Tuesday, May 17, 2005

The Politics of Women's Health

If the implications weren't so frightening studying the politics of women's health would be fun, in a slightly sinister way. First there is the whole school of thought which equates women's health with gynecological and obstetrical health; as if women were walking containers for their wombs only. Then there are all those little articles finding weaknesses specific to women, and these articles are grabbed eagerly by the anti-feminists (to prove that nature or god didn't mean women to work/play sports/study/be equal). It is as if these people find it impossible to fathom a world in which the sexes can differ in a few of their biological needs yet be treated equally.

Weakness is also traditionally associated with femininity, at least if by "traditionally" we mean since the Victorian era. Women are supposed to be weak, and perhaps this is why we all eagerly snatch the studies that proves them so. At the same time, women's specific needs have not been well addressed in the past, and feminists also demand special attention to them. This is understandable, but can be used in the political arena for something that is not good for women. Or men, come to that. Just think how prostate cancer awareness is only now rising. Surely part of the reason is that men are not supposed to complain about illness, are not supposed to fall victim to something, are not supposed to need help. The gender roles sometimes hurt all of us.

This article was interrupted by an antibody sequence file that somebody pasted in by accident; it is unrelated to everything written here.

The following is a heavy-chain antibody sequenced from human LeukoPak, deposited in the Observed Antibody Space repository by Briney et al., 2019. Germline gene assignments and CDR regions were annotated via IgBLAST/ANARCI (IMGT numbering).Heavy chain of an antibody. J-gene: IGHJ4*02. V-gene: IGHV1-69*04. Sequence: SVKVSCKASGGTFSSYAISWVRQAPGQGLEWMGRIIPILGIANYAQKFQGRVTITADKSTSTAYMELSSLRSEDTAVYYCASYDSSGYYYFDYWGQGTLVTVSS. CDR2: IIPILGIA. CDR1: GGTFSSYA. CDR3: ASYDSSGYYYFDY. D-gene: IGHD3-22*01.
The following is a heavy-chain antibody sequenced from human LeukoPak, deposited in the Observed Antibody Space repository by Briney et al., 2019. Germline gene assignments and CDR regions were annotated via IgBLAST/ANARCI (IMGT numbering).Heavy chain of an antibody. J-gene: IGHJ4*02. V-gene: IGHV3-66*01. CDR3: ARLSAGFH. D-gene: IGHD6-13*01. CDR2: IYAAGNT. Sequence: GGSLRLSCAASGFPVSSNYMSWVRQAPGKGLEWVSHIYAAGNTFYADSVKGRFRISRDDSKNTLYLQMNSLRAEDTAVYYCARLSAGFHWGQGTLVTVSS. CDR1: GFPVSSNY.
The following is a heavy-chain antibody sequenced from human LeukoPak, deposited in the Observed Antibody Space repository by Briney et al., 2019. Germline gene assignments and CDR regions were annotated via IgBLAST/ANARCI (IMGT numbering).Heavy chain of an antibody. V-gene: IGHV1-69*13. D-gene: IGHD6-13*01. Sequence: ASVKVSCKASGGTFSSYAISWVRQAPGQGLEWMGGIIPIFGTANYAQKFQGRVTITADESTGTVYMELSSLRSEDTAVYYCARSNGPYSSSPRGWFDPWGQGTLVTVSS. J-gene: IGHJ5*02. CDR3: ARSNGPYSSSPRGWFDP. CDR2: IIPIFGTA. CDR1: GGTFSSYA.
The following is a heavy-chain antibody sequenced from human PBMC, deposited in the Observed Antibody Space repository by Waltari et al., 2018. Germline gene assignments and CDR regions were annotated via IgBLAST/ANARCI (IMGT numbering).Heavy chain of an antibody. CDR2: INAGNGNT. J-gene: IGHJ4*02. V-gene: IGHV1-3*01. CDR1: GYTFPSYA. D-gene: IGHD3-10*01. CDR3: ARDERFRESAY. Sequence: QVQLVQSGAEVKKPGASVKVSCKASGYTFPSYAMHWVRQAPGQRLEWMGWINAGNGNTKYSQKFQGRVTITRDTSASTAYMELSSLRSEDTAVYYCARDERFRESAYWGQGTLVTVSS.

A recent study on the effects of alcoholism argues that women suffer from negative brain effects earlier than men and after less consumption. I haven't had time to look at the study itself, but I did see an anti-feminist rant about its findings. The gist of these is that feminism is to blame for women's alcoholism, because it has made women think that they can do anything men can do. Which is a really stupid argument but not that different from many others I've read about the horrible consequences of feminism. Feminism does horrible things to women: it makes them convinced that they can stand peeing up and see what happens then! Disaster, that's what happens then.

But the high point of the anti-feminist's rant is surely this:

According to work carried out at the University of Heidelberg by Professor Karl Mann, the effects of drinking on the brain occur earlier in women than in men, even when women are significantly less exposed to alcohol.

This follows on from research which suggests that women drinkers are likely to develop cirrhosis of the liver earlier and more easily than men.

Evidence from Denmark suggests that women's fertility is compromised more readily by alcohol than men's. Women drinking more than three glasses of wine a day have a threefold increase in their risk of developing breast cancer. Just two units of alcohol a day - a pint of beer or a medium glass of wine - and women's health starts to be compromised.

Statistics, like tequila, should be taken with a pinch of salt, but there is now enough evidence to suggest that Mother Nature is no feminist.

Well, no, Mother Nature is no feminist. After all, women live considerably longer than men on average in all the Western countries. But this is a fact conveniently forgotten in the politics of women health.